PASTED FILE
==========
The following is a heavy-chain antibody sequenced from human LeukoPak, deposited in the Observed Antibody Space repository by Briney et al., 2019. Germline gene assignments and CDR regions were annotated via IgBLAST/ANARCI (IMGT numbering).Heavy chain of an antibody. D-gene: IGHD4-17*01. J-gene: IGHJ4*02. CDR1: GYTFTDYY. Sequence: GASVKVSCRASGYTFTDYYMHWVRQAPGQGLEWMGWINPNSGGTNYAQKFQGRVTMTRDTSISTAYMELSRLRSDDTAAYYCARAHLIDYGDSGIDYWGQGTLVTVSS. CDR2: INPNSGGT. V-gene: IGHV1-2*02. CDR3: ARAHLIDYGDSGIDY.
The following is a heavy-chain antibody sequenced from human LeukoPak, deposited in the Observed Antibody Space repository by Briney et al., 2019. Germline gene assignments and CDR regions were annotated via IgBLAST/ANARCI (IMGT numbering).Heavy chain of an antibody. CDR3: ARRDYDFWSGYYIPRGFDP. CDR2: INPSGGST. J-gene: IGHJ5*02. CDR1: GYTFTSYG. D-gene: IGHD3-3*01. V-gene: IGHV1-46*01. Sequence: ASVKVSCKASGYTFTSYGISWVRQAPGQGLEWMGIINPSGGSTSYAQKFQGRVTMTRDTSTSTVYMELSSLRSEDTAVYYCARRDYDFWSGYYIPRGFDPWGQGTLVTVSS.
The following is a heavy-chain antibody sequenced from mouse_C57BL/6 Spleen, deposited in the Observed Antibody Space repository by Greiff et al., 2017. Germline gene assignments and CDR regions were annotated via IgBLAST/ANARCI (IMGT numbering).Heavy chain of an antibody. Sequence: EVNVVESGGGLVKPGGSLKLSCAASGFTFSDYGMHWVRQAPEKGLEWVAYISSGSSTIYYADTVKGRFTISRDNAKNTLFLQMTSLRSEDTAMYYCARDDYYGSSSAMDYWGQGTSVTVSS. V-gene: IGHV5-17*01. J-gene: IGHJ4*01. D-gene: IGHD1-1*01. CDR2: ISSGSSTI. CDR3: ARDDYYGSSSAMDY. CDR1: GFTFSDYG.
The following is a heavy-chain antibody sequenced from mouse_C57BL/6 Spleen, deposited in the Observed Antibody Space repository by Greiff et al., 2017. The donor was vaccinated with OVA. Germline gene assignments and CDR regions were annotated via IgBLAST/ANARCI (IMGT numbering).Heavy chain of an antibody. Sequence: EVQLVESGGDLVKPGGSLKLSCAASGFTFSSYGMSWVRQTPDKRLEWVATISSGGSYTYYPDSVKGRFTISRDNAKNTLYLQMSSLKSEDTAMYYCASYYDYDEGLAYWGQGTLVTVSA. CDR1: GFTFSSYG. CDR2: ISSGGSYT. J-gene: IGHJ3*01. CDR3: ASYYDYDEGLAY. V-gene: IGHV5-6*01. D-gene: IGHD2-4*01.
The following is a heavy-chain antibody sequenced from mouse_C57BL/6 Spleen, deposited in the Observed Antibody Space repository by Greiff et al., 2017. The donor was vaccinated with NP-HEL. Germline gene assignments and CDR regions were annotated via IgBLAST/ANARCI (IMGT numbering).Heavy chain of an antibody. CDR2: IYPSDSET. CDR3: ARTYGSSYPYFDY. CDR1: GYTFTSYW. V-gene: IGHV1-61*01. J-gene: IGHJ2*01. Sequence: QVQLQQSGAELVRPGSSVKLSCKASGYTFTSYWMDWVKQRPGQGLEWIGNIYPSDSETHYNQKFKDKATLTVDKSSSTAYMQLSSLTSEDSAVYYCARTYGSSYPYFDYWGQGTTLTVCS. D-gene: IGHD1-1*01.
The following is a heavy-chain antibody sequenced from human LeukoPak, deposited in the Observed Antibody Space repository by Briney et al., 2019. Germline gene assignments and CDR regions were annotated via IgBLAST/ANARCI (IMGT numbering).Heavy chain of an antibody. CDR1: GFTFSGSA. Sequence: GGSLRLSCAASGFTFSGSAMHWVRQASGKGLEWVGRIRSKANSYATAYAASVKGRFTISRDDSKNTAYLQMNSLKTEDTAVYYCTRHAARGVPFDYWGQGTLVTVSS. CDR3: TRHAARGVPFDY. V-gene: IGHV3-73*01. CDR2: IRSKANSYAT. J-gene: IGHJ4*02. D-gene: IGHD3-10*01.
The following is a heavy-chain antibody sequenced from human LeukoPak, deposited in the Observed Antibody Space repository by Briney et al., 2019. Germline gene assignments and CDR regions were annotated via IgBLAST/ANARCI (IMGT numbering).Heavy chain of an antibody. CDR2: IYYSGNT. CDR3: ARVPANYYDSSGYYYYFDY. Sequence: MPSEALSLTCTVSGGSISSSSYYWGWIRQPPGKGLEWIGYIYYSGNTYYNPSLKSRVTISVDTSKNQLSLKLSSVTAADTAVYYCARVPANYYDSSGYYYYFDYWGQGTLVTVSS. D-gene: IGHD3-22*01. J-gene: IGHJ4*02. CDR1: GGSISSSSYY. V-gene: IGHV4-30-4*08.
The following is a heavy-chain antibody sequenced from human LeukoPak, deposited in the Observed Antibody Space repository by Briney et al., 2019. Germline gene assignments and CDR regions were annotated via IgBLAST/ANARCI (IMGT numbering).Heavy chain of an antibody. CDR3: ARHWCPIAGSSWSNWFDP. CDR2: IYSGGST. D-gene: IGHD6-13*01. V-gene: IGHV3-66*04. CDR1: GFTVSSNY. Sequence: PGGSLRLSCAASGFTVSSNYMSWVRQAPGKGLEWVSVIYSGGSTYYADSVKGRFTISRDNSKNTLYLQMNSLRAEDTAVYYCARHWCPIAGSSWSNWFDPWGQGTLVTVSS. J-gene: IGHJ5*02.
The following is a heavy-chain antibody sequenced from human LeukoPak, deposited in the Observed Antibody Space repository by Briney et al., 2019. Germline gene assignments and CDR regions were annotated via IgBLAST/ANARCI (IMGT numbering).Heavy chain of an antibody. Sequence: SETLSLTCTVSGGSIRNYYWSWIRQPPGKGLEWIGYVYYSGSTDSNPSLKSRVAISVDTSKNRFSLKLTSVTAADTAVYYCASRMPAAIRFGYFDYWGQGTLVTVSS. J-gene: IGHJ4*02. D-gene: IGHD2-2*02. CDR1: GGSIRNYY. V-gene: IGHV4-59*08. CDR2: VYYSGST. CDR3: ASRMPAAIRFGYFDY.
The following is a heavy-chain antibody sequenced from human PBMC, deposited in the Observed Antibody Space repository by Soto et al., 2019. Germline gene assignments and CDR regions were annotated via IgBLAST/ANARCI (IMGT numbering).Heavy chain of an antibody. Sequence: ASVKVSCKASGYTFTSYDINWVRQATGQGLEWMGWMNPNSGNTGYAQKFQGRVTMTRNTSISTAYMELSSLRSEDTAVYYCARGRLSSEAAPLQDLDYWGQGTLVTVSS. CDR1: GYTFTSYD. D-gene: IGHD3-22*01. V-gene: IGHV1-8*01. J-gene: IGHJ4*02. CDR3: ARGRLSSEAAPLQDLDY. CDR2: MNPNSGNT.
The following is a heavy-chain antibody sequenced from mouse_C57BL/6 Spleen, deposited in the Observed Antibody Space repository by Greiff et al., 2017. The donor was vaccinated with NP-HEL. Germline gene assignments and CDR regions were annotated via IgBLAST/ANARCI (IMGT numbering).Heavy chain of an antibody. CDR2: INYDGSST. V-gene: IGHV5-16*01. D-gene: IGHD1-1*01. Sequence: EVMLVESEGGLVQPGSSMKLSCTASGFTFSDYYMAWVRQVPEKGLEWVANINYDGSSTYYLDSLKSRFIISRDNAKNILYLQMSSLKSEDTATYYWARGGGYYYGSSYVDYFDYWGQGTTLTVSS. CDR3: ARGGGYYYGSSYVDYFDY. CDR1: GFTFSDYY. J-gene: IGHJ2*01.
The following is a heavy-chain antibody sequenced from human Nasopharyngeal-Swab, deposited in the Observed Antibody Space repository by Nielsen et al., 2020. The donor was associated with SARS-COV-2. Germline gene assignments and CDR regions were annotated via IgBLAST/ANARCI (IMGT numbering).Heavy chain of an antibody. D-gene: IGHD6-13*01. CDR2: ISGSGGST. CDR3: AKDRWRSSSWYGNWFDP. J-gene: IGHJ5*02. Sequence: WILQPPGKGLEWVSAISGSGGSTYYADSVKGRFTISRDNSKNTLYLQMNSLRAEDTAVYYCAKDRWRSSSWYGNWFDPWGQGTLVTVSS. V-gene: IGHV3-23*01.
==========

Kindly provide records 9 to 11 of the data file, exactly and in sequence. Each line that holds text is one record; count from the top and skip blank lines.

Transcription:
The following is a heavy-chain antibody sequenced from human LeukoPak, deposited in the Observed Antibody Space repository by Briney et al., 2019. Germline gene assignments and CDR regions were annotated via IgBLAST/ANARCI (IMGT numbering).Heavy chain of an antibody. Sequence: SETLSLTCTVSGGSIRNYYWSWIRQPPGKGLEWIGYVYYSGSTDSNPSLKSRVAISVDTSKNRFSLKLTSVTAADTAVYYCASRMPAAIRFGYFDYWGQGTLVTVSS. J-gene: IGHJ4*02. D-gene: IGHD2-2*02. CDR1: GGSIRNYY. V-gene: IGHV4-59*08. CDR2: VYYSGST. CDR3: ASRMPAAIRFGYFDY.
The following is a heavy-chain antibody sequenced from human PBMC, deposited in the Observed Antibody Space repository by Soto et al., 2019. Germline gene assignments and CDR regions were annotated via IgBLAST/ANARCI (IMGT numbering).Heavy chain of an antibody. Sequence: ASVKVSCKASGYTFTSYDINWVRQATGQGLEWMGWMNPNSGNTGYAQKFQGRVTMTRNTSISTAYMELSSLRSEDTAVYYCARGRLSSEAAPLQDLDYWGQGTLVTVSS. CDR1: GYTFTSYD. D-gene: IGHD3-22*01. V-gene: IGHV1-8*01. J-gene: IGHJ4*02. CDR3: ARGRLSSEAAPLQDLDY. CDR2: MNPNSGNT.
The following is a heavy-chain antibody sequenced from mouse_C57BL/6 Spleen, deposited in the Observed Antibody Space repository by Greiff et al., 2017. The donor was vaccinated with NP-HEL. Germline gene assignments and CDR regions were annotated via IgBLAST/ANARCI (IMGT numbering).Heavy chain of an antibody. CDR2: INYDGSST. V-gene: IGHV5-16*01. D-gene: IGHD1-1*01. Sequence: EVMLVESEGGLVQPGSSMKLSCTASGFTFSDYYMAWVRQVPEKGLEWVANINYDGSSTYYLDSLKSRFIISRDNAKNILYLQMSSLKSEDTATYYWARGGGYYYGSSYVDYFDYWGQGTTLTVSS. CDR3: ARGGGYYYGSSYVDYFDY. CDR1: GFTFSDYY. J-gene: IGHJ2*01.